SIX crashes in four days and a forecast for bad weather has prompted Eastern Bay road policing officer Ray Wylie to remind motorists to drive to the conditions and not to get behind the wheel after drinking alcohol
Mr Wylie said four of the accidents involved drivers who had been drinking alcohol and occurred on Saturday evening.
He said a driver also lost control on Thornton Road and on Monday, another motorist crashed while driving on Tamarangi Drive in Kawerau.
“The increased number of crashes and alcohol-related injuries are really concerning for police.
“In the past we have had one of the highest number of road deaths involving alcohol.
“We have made good progress in decreasing the number of deaths on our roads, but a few drivers are letting us down.
“These are crashes that we have to attend, and the outcome may have been more serious, or at worst a death may have occurred, so the message is that if you are having a drink, you don’t drive, and you stay off our roads.
“We know that even a small amount of alcohol or drugs impairs your ability to drive, your reactions are slowed and often result in a loss of control and crashing. Crash rates are on the increase and have to come down. Drivers cannot blame the roads.
“It is drivers that are making mistakes. This is poor driver behaviour and leads to injuries and deaths on our roads.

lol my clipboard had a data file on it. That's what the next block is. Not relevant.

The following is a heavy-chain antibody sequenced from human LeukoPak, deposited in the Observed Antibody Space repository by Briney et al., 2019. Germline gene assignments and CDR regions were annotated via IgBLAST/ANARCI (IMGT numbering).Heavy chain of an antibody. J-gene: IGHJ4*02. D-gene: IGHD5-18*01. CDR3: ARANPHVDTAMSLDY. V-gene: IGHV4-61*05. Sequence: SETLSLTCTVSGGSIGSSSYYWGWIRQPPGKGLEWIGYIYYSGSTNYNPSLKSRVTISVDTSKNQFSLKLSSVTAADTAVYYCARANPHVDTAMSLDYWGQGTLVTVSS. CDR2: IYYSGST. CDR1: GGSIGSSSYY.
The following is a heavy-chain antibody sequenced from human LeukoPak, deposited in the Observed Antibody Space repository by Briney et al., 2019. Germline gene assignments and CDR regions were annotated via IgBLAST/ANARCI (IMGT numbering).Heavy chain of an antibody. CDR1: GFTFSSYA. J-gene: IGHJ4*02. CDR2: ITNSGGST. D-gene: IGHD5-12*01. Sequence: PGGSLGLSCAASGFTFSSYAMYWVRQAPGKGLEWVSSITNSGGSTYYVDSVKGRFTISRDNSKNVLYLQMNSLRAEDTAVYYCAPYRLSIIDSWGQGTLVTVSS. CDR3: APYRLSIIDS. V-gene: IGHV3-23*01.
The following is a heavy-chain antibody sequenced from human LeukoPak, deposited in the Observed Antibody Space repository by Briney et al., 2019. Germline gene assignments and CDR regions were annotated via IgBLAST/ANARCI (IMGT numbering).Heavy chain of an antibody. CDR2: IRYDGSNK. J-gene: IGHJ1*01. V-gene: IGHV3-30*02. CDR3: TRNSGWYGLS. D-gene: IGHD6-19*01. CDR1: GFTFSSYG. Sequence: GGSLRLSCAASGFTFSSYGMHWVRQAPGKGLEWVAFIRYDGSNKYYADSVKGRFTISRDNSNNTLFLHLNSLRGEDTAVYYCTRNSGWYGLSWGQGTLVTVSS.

“It is time for drivers to stop making fundamental mistakes because of their poor decisions by paying attention to their driving, by slowing down and driving to the conditions.
“That’s a concern as we head in to the winter period. Some of our drivers fail to recognise the changeable road conditions. This often results in a loss of control and colliding with a bank or going off the roads and worse colliding with a vehicle.”
Mr Wylie said if anyone noticed poor driver behaviour then they should call *555.
“If the behaviour is dangerous, then we are asking them to call 111.”
Meanwhile, the severe gales, high winds, heavy rain warnings and road snowfall warnings have been issued for parts of central and lower North Island.
New Zealand Transport Agency journey manager Liam Ryan said road users should take extra care while travelling as snow and ice can make roads more hazardous especially in shaded areas or bridge decks.
“Road users must drive to the conditions and plan ahead in case of any delays.
“It’s a good idea to pack extra food, warm clothing and blankets in case of emergencies or road closures.
“If weather conditions make driving too hazardous, some roads may close for a time.”